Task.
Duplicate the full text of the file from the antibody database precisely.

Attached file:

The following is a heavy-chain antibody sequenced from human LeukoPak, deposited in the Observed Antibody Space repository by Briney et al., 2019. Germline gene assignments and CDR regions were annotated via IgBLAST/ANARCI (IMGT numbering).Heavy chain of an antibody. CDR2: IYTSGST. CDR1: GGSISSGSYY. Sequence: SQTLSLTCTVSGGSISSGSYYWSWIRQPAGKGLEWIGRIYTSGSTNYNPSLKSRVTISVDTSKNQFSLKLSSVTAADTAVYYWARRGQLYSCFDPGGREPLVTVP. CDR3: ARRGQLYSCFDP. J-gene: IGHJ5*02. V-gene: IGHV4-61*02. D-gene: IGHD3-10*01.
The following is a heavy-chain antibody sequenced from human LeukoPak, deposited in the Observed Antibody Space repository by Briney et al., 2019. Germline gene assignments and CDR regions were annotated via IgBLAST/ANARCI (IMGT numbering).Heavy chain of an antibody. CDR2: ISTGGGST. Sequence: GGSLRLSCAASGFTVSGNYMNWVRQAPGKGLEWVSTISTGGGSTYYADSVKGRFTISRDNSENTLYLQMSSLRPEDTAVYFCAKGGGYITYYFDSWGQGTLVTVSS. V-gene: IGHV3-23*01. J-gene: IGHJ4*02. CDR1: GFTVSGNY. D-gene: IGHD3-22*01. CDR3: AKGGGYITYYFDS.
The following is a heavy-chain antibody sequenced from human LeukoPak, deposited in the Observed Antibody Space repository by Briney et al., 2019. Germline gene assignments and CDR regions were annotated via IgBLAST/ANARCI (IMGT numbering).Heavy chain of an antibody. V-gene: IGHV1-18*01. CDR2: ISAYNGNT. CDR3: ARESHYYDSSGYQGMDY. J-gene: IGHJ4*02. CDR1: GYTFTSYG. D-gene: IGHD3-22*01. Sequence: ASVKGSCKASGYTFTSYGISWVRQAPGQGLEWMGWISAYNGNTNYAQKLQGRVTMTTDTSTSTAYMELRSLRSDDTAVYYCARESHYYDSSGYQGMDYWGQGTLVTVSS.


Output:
The following is a heavy-chain antibody sequenced from human LeukoPak, deposited in the Observed Antibody Space repository by Briney et al., 2019. Germline gene assignments and CDR regions were annotated via IgBLAST/ANARCI (IMGT numbering).Heavy chain of an antibody. CDR2: IYTSGST. CDR1: GGSISSGSYY. Sequence: SQTLSLTCTVSGGSISSGSYYWSWIRQPAGKGLEWIGRIYTSGSTNYNPSLKSRVTISVDTSKNQFSLKLSSVTAADTAVYYWARRGQLYSCFDPGGREPLVTVP. CDR3: ARRGQLYSCFDP. J-gene: IGHJ5*02. V-gene: IGHV4-61*02. D-gene: IGHD3-10*01.
The following is a heavy-chain antibody sequenced from human LeukoPak, deposited in the Observed Antibody Space repository by Briney et al., 2019. Germline gene assignments and CDR regions were annotated via IgBLAST/ANARCI (IMGT numbering).Heavy chain of an antibody. CDR2: ISTGGGST. Sequence: GGSLRLSCAASGFTVSGNYMNWVRQAPGKGLEWVSTISTGGGSTYYADSVKGRFTISRDNSENTLYLQMSSLRPEDTAVYFCAKGGGYITYYFDSWGQGTLVTVSS. V-gene: IGHV3-23*01. J-gene: IGHJ4*02. CDR1: GFTVSGNY. D-gene: IGHD3-22*01. CDR3: AKGGGYITYYFDS.
The following is a heavy-chain antibody sequenced from human LeukoPak, deposited in the Observed Antibody Space repository by Briney et al., 2019. Germline gene assignments and CDR regions were annotated via IgBLAST/ANARCI (IMGT numbering).Heavy chain of an antibody. V-gene: IGHV1-18*01. CDR2: ISAYNGNT. CDR3: ARESHYYDSSGYQGMDY. J-gene: IGHJ4*02. CDR1: GYTFTSYG. D-gene: IGHD3-22*01. Sequence: ASVKGSCKASGYTFTSYGISWVRQAPGQGLEWMGWISAYNGNTNYAQKLQGRVTMTTDTSTSTAYMELRSLRSDDTAVYYCARESHYYDSSGYQGMDYWGQGTLVTVSS.